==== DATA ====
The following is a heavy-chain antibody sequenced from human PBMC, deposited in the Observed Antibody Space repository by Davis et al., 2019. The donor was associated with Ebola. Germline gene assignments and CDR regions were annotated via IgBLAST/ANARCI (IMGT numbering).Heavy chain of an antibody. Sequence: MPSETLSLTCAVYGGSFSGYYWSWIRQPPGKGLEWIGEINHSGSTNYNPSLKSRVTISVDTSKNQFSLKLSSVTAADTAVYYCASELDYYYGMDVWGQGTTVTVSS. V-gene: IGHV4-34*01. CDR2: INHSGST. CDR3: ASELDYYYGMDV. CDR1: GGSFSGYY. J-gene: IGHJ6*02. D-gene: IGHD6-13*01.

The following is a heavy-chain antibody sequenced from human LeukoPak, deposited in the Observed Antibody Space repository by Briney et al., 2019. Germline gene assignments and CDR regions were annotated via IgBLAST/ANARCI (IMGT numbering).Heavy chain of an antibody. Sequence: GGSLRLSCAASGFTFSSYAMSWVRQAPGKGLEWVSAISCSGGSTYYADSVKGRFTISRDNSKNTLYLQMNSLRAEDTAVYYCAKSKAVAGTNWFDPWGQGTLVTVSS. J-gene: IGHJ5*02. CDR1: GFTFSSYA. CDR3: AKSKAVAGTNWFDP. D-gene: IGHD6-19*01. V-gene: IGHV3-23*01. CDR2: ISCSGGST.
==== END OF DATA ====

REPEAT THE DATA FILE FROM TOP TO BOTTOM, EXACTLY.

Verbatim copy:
The following is a heavy-chain antibody sequenced from human PBMC, deposited in the Observed Antibody Space repository by Davis et al., 2019. The donor was associated with Ebola. Germline gene assignments and CDR regions were annotated via IgBLAST/ANARCI (IMGT numbering).Heavy chain of an antibody. Sequence: MPSETLSLTCAVYGGSFSGYYWSWIRQPPGKGLEWIGEINHSGSTNYNPSLKSRVTISVDTSKNQFSLKLSSVTAADTAVYYCASELDYYYGMDVWGQGTTVTVSS. V-gene: IGHV4-34*01. CDR2: INHSGST. CDR3: ASELDYYYGMDV. CDR1: GGSFSGYY. J-gene: IGHJ6*02. D-gene: IGHD6-13*01.

The following is a heavy-chain antibody sequenced from human LeukoPak, deposited in the Observed Antibody Space repository by Briney et al., 2019. Germline gene assignments and CDR regions were annotated via IgBLAST/ANARCI (IMGT numbering).Heavy chain of an antibody. Sequence: GGSLRLSCAASGFTFSSYAMSWVRQAPGKGLEWVSAISCSGGSTYYADSVKGRFTISRDNSKNTLYLQMNSLRAEDTAVYYCAKSKAVAGTNWFDPWGQGTLVTVSS. J-gene: IGHJ5*02. CDR1: GFTFSSYA. CDR3: AKSKAVAGTNWFDP. D-gene: IGHD6-19*01. V-gene: IGHV3-23*01. CDR2: ISCSGGST.